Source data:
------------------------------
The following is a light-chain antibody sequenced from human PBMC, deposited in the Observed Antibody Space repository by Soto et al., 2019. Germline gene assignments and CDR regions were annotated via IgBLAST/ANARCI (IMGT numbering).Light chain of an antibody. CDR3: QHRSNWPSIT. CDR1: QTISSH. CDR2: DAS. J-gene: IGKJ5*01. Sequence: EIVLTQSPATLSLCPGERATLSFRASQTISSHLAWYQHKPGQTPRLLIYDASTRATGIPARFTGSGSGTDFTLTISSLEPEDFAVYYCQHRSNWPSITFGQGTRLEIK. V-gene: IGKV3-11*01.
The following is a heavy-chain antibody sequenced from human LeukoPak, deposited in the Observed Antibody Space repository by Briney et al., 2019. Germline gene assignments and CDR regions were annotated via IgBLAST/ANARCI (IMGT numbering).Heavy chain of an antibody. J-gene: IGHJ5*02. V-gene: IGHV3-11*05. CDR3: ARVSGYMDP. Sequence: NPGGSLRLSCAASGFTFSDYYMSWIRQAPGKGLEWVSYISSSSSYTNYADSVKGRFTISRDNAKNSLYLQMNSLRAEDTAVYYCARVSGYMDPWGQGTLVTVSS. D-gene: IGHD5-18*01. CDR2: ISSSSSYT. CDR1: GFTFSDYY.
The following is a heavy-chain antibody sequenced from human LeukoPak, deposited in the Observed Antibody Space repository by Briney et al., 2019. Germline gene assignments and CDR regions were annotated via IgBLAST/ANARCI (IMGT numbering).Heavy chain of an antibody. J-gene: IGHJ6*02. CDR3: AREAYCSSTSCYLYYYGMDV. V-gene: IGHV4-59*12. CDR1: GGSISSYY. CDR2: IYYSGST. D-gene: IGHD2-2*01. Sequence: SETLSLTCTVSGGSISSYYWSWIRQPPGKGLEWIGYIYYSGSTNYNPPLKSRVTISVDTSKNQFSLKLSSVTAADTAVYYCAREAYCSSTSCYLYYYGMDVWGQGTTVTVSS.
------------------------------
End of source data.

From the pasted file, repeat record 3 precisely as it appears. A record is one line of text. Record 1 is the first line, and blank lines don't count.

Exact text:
The following is a heavy-chain antibody sequenced from human LeukoPak, deposited in the Observed Antibody Space repository by Briney et al., 2019. Germline gene assignments and CDR regions were annotated via IgBLAST/ANARCI (IMGT numbering).Heavy chain of an antibody. J-gene: IGHJ6*02. CDR3: AREAYCSSTSCYLYYYGMDV. V-gene: IGHV4-59*12. CDR1: GGSISSYY. CDR2: IYYSGST. D-gene: IGHD2-2*01. Sequence: SETLSLTCTVSGGSISSYYWSWIRQPPGKGLEWIGYIYYSGSTNYNPPLKSRVTISVDTSKNQFSLKLSSVTAADTAVYYCAREAYCSSTSCYLYYYGMDVWGQGTTVTVSS.